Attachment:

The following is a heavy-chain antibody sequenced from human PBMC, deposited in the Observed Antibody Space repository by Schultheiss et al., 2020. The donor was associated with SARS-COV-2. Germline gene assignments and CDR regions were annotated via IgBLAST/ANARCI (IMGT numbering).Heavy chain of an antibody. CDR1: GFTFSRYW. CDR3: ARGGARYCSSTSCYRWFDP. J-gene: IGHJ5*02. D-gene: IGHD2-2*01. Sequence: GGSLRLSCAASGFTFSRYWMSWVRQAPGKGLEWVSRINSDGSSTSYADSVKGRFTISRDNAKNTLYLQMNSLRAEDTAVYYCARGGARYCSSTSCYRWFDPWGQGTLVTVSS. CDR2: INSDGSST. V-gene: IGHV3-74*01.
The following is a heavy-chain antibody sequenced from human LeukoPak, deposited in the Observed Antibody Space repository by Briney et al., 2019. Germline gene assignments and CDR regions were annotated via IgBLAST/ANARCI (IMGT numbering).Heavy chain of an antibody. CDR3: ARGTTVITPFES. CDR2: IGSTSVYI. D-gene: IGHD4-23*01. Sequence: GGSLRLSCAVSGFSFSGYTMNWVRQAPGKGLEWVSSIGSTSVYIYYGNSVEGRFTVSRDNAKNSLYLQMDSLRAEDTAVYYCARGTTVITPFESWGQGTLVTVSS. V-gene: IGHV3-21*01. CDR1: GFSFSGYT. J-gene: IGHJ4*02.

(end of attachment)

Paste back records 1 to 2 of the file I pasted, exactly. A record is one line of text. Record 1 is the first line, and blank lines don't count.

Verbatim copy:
The following is a heavy-chain antibody sequenced from human PBMC, deposited in the Observed Antibody Space repository by Schultheiss et al., 2020. The donor was associated with SARS-COV-2. Germline gene assignments and CDR regions were annotated via IgBLAST/ANARCI (IMGT numbering).Heavy chain of an antibody. CDR1: GFTFSRYW. CDR3: ARGGARYCSSTSCYRWFDP. J-gene: IGHJ5*02. D-gene: IGHD2-2*01. Sequence: GGSLRLSCAASGFTFSRYWMSWVRQAPGKGLEWVSRINSDGSSTSYADSVKGRFTISRDNAKNTLYLQMNSLRAEDTAVYYCARGGARYCSSTSCYRWFDPWGQGTLVTVSS. CDR2: INSDGSST. V-gene: IGHV3-74*01.
The following is a heavy-chain antibody sequenced from human LeukoPak, deposited in the Observed Antibody Space repository by Briney et al., 2019. Germline gene assignments and CDR regions were annotated via IgBLAST/ANARCI (IMGT numbering).Heavy chain of an antibody. CDR3: ARGTTVITPFES. CDR2: IGSTSVYI. D-gene: IGHD4-23*01. Sequence: GGSLRLSCAVSGFSFSGYTMNWVRQAPGKGLEWVSSIGSTSVYIYYGNSVEGRFTVSRDNAKNSLYLQMDSLRAEDTAVYYCARGTTVITPFESWGQGTLVTVSS. V-gene: IGHV3-21*01. CDR1: GFSFSGYT. J-gene: IGHJ4*02.